UBC Theses and Dissertations

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UBC Theses and Dissertations

Ma Shou-chen : Ming Dynasty courtesan/artist Truscott, Eileen Grace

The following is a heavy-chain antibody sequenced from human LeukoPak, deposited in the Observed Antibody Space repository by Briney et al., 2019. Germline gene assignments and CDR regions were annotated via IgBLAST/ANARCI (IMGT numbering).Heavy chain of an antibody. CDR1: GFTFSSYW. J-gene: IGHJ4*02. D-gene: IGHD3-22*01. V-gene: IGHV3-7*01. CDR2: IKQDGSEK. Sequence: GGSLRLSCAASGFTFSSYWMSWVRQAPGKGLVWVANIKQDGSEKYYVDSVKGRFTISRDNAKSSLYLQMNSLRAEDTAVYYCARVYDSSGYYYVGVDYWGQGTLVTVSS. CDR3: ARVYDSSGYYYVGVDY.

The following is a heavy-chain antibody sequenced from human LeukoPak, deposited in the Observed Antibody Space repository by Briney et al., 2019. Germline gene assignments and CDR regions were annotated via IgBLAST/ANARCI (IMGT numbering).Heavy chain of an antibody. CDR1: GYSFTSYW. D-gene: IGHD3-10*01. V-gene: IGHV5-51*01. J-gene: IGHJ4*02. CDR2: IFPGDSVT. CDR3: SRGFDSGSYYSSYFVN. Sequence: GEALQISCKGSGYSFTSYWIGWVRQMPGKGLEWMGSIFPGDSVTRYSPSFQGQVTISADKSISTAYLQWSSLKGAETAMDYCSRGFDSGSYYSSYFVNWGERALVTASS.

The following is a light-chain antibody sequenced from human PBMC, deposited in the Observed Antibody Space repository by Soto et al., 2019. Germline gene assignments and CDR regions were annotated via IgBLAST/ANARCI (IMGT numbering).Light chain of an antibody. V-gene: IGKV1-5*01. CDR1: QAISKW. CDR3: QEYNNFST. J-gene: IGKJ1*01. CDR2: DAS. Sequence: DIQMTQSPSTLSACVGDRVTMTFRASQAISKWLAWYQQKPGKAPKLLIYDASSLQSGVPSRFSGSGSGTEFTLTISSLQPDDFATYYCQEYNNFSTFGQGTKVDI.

Ma Shou-chen, poet, calligrapher and painter was a courtesan of the Ming dynasty. By studying the life and works of Ma Shou-chen, who was not a member of either the scholar or the academic/professional class of artists but who was very desirous of conforming to literati aesthetic tastes in her artistic works, new light is thrown upon the problem of identifying new aspects of Ming dynasty literati aesthetic taste. A study of Ma Shou-chen’s works illuminates the question of identifying qualities of literati painting and also serves to examine the question of female artists in China. Female artists were known for their weak brush stroke and other negative qualities. Was this true, or was the "conventional wisdom" based on an attitude toward a female's social position rather than her ability as an artist? Ma Shou-chen provides us with a good example for examining these points. She is well-known in Chinese art history, yet she is discussed by Siren largely in sections restricted to female artists. In Chinese biographies too, mention of Ma Shou-chen is included with other female artists. The purpose of this thesis is to discuss a limited, though it is felt, a representative cross-section of her works with the aim of determining Ma Shou-chen’s place in art history. In Section I, biographical data concerning Ma Shou-chen is discussed. This includes an estimate of her active period (1570-1604). Her relationship with Wang Chih-teng, a leading literatus of the Suchow area, is examined together with an exploration of the relationship of special courtesans to the literati as a class. What this meant in Chinese society and the repercussions on the artistic output of courtesans is also discussed. Section II includes a discussion of the Chinese historical records which comment on Ma Shou-chen's works. There is also an exploration of the reason why certain artists and not others were named in records as having an influence on Ma Shou-chen's works. A brief discussion of the history of Chinese flower painting explains the relevance of placing Ma Shou-chen's works within the framework of literati rather than academic artists' works. A discussion of the critical comments regarding Ma Shou-chen's works by Chinese art historians gives rise to the possibility that critical comments were often based more upon social status than actual works. In Section III an analysis of Ma Shou-chen's artistic works, largely concerned with her speciality of orchid paintings, shows an historical process. However, there is no final classification of her undated works. In addition, the typical qualities of her works involves rather stable compositions, a propensity for stretching the brush strokes across the surface of the painting, little concern with atmospheric qualities or far distance. These facts serve to enhance the two dimensional quality of her paintings. This factor in turn serves to focus the attention of the viewer upon Ma Shou-chen's calligraphy. Section IV discusses the findings of the analysis of Ma Shou-chen's works in relation to Ming dynasty literati artists. This thesis concludes with the theory that smaller and more intimate literati works are more representative of the main- stream of literati artists in the Ming dynasty. The works of Ma Shou-chen, who was trained to respond to literati tastes and was an accomplished artist, show the more relaxed social atmosphere of the Ming dynasty. Two appendices are included. The first is a catalogue of the works of Ma Shou-chen discussed in this thesis. The second is a translation of the Chinese literary sources concerning Ma Shou-chen.

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